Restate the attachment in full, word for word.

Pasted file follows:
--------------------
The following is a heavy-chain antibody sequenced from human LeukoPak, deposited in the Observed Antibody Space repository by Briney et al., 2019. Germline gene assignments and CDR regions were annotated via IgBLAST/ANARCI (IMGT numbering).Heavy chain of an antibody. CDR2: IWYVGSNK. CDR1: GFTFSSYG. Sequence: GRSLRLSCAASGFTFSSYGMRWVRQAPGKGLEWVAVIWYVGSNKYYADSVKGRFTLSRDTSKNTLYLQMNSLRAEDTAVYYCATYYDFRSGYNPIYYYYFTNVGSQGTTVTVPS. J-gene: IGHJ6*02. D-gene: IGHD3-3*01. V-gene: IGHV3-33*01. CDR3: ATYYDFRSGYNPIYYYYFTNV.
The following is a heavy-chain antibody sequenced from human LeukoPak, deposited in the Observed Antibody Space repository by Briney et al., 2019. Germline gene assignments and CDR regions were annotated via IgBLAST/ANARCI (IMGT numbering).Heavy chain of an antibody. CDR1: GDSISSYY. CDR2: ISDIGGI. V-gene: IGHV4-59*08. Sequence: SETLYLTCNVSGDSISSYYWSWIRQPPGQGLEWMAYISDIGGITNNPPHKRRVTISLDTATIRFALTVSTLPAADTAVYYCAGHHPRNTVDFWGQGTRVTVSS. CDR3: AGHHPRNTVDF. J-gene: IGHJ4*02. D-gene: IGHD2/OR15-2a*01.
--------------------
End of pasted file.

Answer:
The following is a heavy-chain antibody sequenced from human LeukoPak, deposited in the Observed Antibody Space repository by Briney et al., 2019. Germline gene assignments and CDR regions were annotated via IgBLAST/ANARCI (IMGT numbering).Heavy chain of an antibody. CDR2: IWYVGSNK. CDR1: GFTFSSYG. Sequence: GRSLRLSCAASGFTFSSYGMRWVRQAPGKGLEWVAVIWYVGSNKYYADSVKGRFTLSRDTSKNTLYLQMNSLRAEDTAVYYCATYYDFRSGYNPIYYYYFTNVGSQGTTVTVPS. J-gene: IGHJ6*02. D-gene: IGHD3-3*01. V-gene: IGHV3-33*01. CDR3: ATYYDFRSGYNPIYYYYFTNV.
The following is a heavy-chain antibody sequenced from human LeukoPak, deposited in the Observed Antibody Space repository by Briney et al., 2019. Germline gene assignments and CDR regions were annotated via IgBLAST/ANARCI (IMGT numbering).Heavy chain of an antibody. CDR1: GDSISSYY. CDR2: ISDIGGI. V-gene: IGHV4-59*08. Sequence: SETLYLTCNVSGDSISSYYWSWIRQPPGQGLEWMAYISDIGGITNNPPHKRRVTISLDTATIRFALTVSTLPAADTAVYYCAGHHPRNTVDFWGQGTRVTVSS. CDR3: AGHHPRNTVDF. J-gene: IGHJ4*02. D-gene: IGHD2/OR15-2a*01.